653 F2d 1273 Fernandez v. Wynn Oil Company
653 F.2d 1273
26 Fair Empl.Prac.Cas. 815, 63 A.L.R.Fed. 395,
26 Empl. Prac. Dec. P 32,060
Delia L. FERNANDEZ, Plaintiff-Appellant,
WYNN OIL COMPANY, a corporation, and Wynn's International,
Inc., a corporation, Defendants-Appellees.
United States Court of Appeals,
Argued and Submitted May 6, 1981.
Decided Aug. 17, 1981.
Michael Maroko, Allred, Maroko & Goldberg, Los Angeles, Cal., Sandra G. Bryan, E. E. O. C., Washington, D. C., for plaintiff-appellant.
Jeffrey C. Freedman, Goldstein, Freedman & Klepetar, Los Angeles, Cal., for defendants-appellees.
Appeal from the United States District Court for the Central District of California.
Before FERGUSON and BOOCHEVER, Circuit Judges, and REDDEN,* District Judge.
FERGUSON, Circuit Judge:
Fernandez appeals a judgment in favor of her former employer on her claim of sex discrimination. The district court found that the employer's decision not to promote Fernandez was based on her lack of qualifications rather than her sex and was consequently justified by a valid business purpose. Alternatively, it found masculine gender a bona fide occupational qualification since the job sought required dealings with nations that may refuse to transact business with women. The decision is affirmed solely on the former ground.
Wynn Oil Company (Wynn) is an international petro-chemical manufacturer located in Orange County, California. It hired Fernandez in 1968. From 1972 through 1973, Fernandez served as administrative assistant to Louis Dashwood, the vice-president of Wynn's International Operations division.
Dashwood testified, as a witness for Fernandez, that during this time Fernandez performed many functions of his job but he chose not to promote her because she was so valuable to him as an administrative assistant. He also testified that he felt Latin American clients would react negatively to a woman vice-president of International Operations.
Joseph Borrello was subsequently appointed Director of International Operations (DIO). In October 1975, Dashwood's employment terminated and Borrello became vice-president of Worldwide Marketing. Within three days, Borrello informed Fernandez of plans to terminate her administrative assistant position. In March 1976, Borrello hired Arturo Matthews to fill the position of DIO, although Fernandez had requested consideration for the job. In April, Fernandez accepted an assignment as manager of a different division. She was discharged in February 1977.
In January 1978, Fernandez filed a complaint in district court against Wynn Oil Company, alleging that Borrello's refusal to promote her to the position of DIO was an act of sex discrimination in violation of Title VII of the Civil Rights Act of 1964, 42 U.S.C. § 2000e-2(a). Wynn defended on the ground that Fernandez' lack of qualifications for the job, rather than her sex, prompted Borrello's decision. Alternatively, Wynn argued that male sex is a bona fide occupational qualification (BFOQ), 42 U.S.C. § 2000e-2(e), for a job performed in foreign countries where women are barred from business.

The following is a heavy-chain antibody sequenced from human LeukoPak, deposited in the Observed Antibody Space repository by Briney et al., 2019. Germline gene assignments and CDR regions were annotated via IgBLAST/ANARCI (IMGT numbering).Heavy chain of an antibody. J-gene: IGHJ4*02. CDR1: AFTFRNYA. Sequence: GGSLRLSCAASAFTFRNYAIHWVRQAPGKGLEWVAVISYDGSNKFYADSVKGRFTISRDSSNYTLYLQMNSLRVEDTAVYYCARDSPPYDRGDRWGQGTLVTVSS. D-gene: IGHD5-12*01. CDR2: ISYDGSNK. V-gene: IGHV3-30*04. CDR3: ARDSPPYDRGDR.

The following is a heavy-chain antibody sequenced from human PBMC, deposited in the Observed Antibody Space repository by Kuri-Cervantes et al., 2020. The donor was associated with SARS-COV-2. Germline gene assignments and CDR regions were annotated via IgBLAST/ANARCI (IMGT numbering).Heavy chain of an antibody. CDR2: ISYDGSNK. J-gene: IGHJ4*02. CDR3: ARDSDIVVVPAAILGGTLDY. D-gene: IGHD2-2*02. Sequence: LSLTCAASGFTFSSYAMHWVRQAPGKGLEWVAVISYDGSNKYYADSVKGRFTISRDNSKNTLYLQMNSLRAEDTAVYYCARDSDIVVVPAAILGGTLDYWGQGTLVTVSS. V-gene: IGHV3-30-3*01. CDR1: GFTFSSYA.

Following a bench trial, the district court found for Wynn on both alternative grounds. Fernandez claims on appeal that the district court erred in reaching each of its conclusions. Wynn argues that both issues were determined correctly, but requests that we abandon the lower court's discussion of the BFOQ defense because sex was not a factor in Borrello's refusal to promote Fernandez. The American Jewish Congress, Mexican American Legal Defense and Educational Fund, Inc., Equal Employment Opportunity Commission, and Women's Equal Rights Legal Defense and Education Fund have presented amicus curiae briefs in opposition to the district court's BFOQ determination.
Discrimination cases under Title VII involve two common methods of discriminatory behavior by employers. In disparate treatment cases, the employer "treats people less favorably than others because of their race, color, religion, sex, or national origin." International Brotherhood of Teamsters v. United States, 431 U.S. 324, 335 n.15, 97 S.Ct. 1843, 1854 n.15, 52 L.Ed.2d 396 (1977). In disparate impact cases, the employer uses "employment practices that are facially neutral ... but in fact fall more harshly on one group than another ...." Id. The instant appeal falls in the first category.
Under 42 U.S.C. § 2000e, a party complaining of discrimination by disparate treatment establishes a prima facie case by showing that (1) she was within a protected group; (2) she applied and was qualified for a job for which the company was seeking applicants; (3) she was rejected; and (4) after her rejection, the employer continued to seek applicants. McDonnell-Douglas Corp. v. Green, 411 U.S. 792, 802, 93 S.Ct. 1817, 1824, 36 L.Ed.2d 668 (1973). If a prima facie case is established, the employer bears the burden of demonstrating that it refused the applicant for a legitimate, non-discriminatory reason. Id.
The district court in the instant case found that Fernandez failed to prove a prima facie case because she did not demonstrate that she was qualified for the job as required by factor (2), above. Further, it found that even had Fernandez established a prima facie case, her qualifications compared to Matthews' justified Borrello's hiring decision for sound business reasons. Unless these findings are clearly erroneous, they must not be disturbed on appeal. McLean v. Phillips-Ramsey, Inc., 624 F.2d 70, 71 (9th Cir. 1980).
The record supports the district court's findings. Testimony was presented that Fernandez was not proficient in the English language and had difficulty with articulation. She had no secondary education. Borrello testified that he did not seriously consider Fernandez because she had a drinking problem and erratic work habits. He also testified that she was indiscreet in her criticism of him and in infringing on the job authority of others. Finally, she had refused an assignment to address a group of listeners and there was testimony that she had exhibited poor supervisory and marketing skills.